The transition process, expected to begin soon thereafter, is a familiar one for Shutterfly. In recent years, the service has scooped up customers from several competitors that have assumed room temperature, including Sony Image Station and American Greetings’ PhotoWorks. Unless they choose to opt out, Kodak Gallery users’ photos will be automatically transferred to a new or existing Shutterfly account and they will probably be welcomed to Shutterfly with some free prints and maybe a discounted photo book or two. According to a notice at Kodak Gallery, users who choose to not have their photos moved to Shutterfly will be able to download them for free or to purchase copies on DVD for a limited time. (Incidentally, this may be the last chance for Kodak Gallery users to retrieve their high-resolution image files — Shutterfly does not allow users to download their photos.) Read more »
Jul 29, 2011
InfoTrends is frequently asked to provide quotes and data for leading news outlets. Here are just some of the recent stories that InfoTrends information has been featured in: Read more »
Mar 25, 2011
Shutterfly announced this week that they have agreed to purchase Tiny Prints, a privately held card design company. In the deal, Shutterfly will pay $333 million for Tiny Prints, which includes around $141 million in cash and 3.9 million shares of Shutterfly common stock. Tiny Prints currently has around 220 full-time employees and another 80 contract or part-time workers. Once the transaction is completed (which is expected to take 30-60 days), the entire Tiny Prints team will join Shutterfly, including the company’s three co-founders. This will grow the size of the company significantly, as Shutterfly currently has around 620 employees. “Shutterfly and Tiny Prints share a common passion: providing customers with innovative, high quality premium products, stylish designs and exceptional customer service,” said Jeffrey Housenbold, President and CEO of Shutterfly.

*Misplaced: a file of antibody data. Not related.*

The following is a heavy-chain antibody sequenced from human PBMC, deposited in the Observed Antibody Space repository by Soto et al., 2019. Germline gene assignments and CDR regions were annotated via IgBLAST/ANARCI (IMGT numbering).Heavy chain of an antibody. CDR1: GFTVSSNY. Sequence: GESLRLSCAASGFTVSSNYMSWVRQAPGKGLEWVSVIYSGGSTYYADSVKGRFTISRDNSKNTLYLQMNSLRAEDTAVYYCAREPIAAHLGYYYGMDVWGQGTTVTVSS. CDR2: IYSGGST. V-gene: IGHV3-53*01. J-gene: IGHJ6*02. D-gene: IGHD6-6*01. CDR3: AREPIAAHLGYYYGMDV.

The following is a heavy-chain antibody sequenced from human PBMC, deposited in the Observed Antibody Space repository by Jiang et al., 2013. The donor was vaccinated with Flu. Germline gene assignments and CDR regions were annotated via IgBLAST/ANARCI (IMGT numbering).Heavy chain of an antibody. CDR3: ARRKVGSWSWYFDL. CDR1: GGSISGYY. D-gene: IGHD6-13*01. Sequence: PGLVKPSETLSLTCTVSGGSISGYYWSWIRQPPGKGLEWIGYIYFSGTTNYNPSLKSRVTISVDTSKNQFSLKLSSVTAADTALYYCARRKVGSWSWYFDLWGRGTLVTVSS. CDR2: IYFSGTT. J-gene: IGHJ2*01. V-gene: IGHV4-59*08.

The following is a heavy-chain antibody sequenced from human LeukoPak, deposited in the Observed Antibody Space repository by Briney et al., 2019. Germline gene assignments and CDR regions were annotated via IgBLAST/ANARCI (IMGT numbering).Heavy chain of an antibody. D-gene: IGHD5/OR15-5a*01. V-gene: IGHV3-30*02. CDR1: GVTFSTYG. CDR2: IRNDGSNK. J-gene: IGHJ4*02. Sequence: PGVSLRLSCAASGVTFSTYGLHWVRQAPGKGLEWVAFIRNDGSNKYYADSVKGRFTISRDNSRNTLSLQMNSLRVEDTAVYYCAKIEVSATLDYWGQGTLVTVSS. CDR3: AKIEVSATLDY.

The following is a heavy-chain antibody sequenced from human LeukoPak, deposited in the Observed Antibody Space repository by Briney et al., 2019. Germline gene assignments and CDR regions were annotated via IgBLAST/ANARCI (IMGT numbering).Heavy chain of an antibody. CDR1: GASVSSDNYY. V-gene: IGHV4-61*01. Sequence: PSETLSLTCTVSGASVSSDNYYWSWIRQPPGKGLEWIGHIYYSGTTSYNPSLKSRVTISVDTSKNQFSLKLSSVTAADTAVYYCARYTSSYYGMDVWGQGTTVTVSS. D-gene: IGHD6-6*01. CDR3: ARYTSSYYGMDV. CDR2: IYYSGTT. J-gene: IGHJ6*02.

Tiny Prints, which was founded in 2004, specializes in products like invitations, announcements and stationery, but also sells everything from photo books and calendars to canvas prints. Tiny Prints also operates Wedding Paper Divas, which specializes in wedding and bridal shower invitations, but also sells nearly everything that’s sold on the Tiny Prints site. In an interview following the announcement, Housenbold stated that Tiny Prints generated $87 million in revenue in 2010, which was up 53% from the prior year. Housenbold also stated that he believes the acquisition of Tiny Prints will help Shutterfly to further penetrate and grow their market share in the printed card market, which he sized at $12 billion. Shutterfly’s strategy is to move more of this volume to online ordering, which he says currently accounts for only 5% of the total printed card market. Read more »